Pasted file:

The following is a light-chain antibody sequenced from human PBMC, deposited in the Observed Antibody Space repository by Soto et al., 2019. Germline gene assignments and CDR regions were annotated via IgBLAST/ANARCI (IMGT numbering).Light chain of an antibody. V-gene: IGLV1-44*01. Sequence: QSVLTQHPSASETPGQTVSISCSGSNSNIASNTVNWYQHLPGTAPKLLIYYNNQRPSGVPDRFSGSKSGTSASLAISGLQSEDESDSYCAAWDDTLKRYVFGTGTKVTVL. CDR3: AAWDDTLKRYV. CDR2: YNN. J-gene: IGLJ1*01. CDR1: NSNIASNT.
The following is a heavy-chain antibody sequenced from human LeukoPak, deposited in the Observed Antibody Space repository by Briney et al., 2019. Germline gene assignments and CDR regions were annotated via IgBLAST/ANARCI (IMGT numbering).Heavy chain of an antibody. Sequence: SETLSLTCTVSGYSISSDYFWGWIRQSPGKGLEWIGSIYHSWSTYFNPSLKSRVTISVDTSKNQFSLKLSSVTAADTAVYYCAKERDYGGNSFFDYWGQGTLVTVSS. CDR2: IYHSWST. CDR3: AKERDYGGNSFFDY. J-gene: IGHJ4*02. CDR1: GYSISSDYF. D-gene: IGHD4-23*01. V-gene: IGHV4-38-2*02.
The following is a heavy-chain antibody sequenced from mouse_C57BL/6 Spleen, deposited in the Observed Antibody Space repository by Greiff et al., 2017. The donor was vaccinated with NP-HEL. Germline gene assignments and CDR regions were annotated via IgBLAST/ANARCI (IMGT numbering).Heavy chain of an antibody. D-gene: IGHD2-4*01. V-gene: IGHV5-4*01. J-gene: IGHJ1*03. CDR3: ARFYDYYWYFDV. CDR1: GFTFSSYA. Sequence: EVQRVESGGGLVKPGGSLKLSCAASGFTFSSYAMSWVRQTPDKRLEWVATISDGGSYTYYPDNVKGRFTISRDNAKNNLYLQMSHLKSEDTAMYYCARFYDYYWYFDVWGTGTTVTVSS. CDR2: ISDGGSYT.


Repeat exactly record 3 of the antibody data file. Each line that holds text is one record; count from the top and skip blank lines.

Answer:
The following is a heavy-chain antibody sequenced from mouse_C57BL/6 Spleen, deposited in the Observed Antibody Space repository by Greiff et al., 2017. The donor was vaccinated with NP-HEL. Germline gene assignments and CDR regions were annotated via IgBLAST/ANARCI (IMGT numbering).Heavy chain of an antibody. D-gene: IGHD2-4*01. V-gene: IGHV5-4*01. J-gene: IGHJ1*03. CDR3: ARFYDYYWYFDV. CDR1: GFTFSSYA. Sequence: EVQRVESGGGLVKPGGSLKLSCAASGFTFSSYAMSWVRQTPDKRLEWVATISDGGSYTYYPDNVKGRFTISRDNAKNNLYLQMSHLKSEDTAMYYCARFYDYYWYFDVWGTGTTVTVSS. CDR2: ISDGGSYT.